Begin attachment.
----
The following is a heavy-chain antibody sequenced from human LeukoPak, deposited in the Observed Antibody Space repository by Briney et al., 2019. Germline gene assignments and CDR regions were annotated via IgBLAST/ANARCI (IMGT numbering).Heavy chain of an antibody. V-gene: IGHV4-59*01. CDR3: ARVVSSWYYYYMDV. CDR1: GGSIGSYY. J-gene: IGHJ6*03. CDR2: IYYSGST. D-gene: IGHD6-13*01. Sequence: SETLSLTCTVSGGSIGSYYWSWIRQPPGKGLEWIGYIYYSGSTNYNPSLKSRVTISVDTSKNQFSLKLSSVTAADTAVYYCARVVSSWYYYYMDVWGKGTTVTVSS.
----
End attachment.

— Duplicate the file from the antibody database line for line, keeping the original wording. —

The following is a heavy-chain antibody sequenced from human LeukoPak, deposited in the Observed Antibody Space repository by Briney et al., 2019. Germline gene assignments and CDR regions were annotated via IgBLAST/ANARCI (IMGT numbering).Heavy chain of an antibody. V-gene: IGHV4-59*01. CDR3: ARVVSSWYYYYMDV. CDR1: GGSIGSYY. J-gene: IGHJ6*03. CDR2: IYYSGST. D-gene: IGHD6-13*01. Sequence: SETLSLTCTVSGGSIGSYYWSWIRQPPGKGLEWIGYIYYSGSTNYNPSLKSRVTISVDTSKNQFSLKLSSVTAADTAVYYCARVVSSWYYYYMDVWGKGTTVTVSS.